Latin locals source funds for global giants

One of the most exciting regions for private equity managers is Latin America, where the economies in countries like Brazil are growing strongly and regulatory environments are becoming ever friendlier to private investment.

However, one aspect of private equity that remains underdeveloped in the region is fundraising, especially fundraising for managers that invest outside Latin America.

Predictably, each country has its own rules governing the ability of domestic institutions to invest in private equity, including offshore private equity funds. For international managers, understanding the intricacies of each country framework can be hard work, which is probably why two of the world’s largest private equity groups have chosen to partner with local operators who know the territories in question already. 

One is The Blackstone Group, which is raising its sixth buyout fund and has collected about $14 billion in commitments already.  In Latin America, the firm’s fundraisers have been in the region meeting potential LPs and trying to form relationships. Park Hill Group, Blackstone’s placement agent affiliate, has helped make some of these connections recently.

In Chile, the firm is working with a brokerage firm called Larrain Vial. The firm has been raising a $700 million fund called Larrain Vial-BCP VI, according to documents filed with Chilean ratings agency Feller Rate. The structure appears to be similar to the kind of feeder fund structure that investment banks use to raise from among wealthy clients. Prior media reports estimated the fund had raised $250 million by May last year.

The Larrain Vial fund is collecting commitments from institutions and individuals from around Latin American, not just Chile. Through this structure, Blackstone is getting capital from the region without having to worry about navigating the myriad rules governing commitments in various countries. This is progress for Blackstone as it didn’t have any Latin American LPs in its fifth private equity fund, which closed on $21.7 billion in 2007.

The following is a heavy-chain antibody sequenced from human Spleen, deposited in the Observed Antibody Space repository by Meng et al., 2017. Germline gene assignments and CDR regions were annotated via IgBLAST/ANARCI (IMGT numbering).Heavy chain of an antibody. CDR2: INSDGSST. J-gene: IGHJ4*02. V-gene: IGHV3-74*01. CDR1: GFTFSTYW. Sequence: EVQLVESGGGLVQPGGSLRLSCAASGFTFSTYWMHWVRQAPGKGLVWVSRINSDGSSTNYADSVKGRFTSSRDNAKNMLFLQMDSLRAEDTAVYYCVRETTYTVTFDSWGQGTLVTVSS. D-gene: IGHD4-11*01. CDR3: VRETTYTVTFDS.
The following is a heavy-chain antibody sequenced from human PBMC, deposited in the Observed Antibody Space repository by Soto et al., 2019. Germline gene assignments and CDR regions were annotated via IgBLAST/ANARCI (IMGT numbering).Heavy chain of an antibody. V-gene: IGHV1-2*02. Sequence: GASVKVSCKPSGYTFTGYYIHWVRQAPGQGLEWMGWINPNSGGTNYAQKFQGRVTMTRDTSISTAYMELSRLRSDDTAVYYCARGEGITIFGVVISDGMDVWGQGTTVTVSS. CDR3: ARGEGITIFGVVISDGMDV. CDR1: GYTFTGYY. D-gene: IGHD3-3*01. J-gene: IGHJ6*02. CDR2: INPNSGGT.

Another mega player raising fresh capital this year is Kohlberg Kravis Roberts, which is also working with a Chilean asset manager. Celfin Capital has a fund to co-invest alongside KKR’s $20 billion 2006 fund and commit capital to the firm’s 11th North American fund, which is targeting between $8 billion and $10 billion. The Celfin fund channels commitments from Chilean pension funds into a KKR entity called the Master Fund, which was launched in May 2010 with total commitments of $185 million.

The Master Fund has made several co-investments in KKR-sponsored energy investments, giving the Chilean pensions involved in the fund exposure to the firm’s energy–related investments. For example, the Master Fund has co-invested in the partnership between KKR and Hilcorp Energy Company to acquire and develop oil and gas producing properties in the Eagle Ford shale property in Texas, according to Celfin’s 2010 annual report.

These early steps in Latin America’s private equity fundraising development could set the course for regional institutions to become limited partners in offshore funds. If the Blackstone- and KKR-connected vehicles deliver results back to its investors, more investors in Latin America are likely to seek access to similar projects in the future.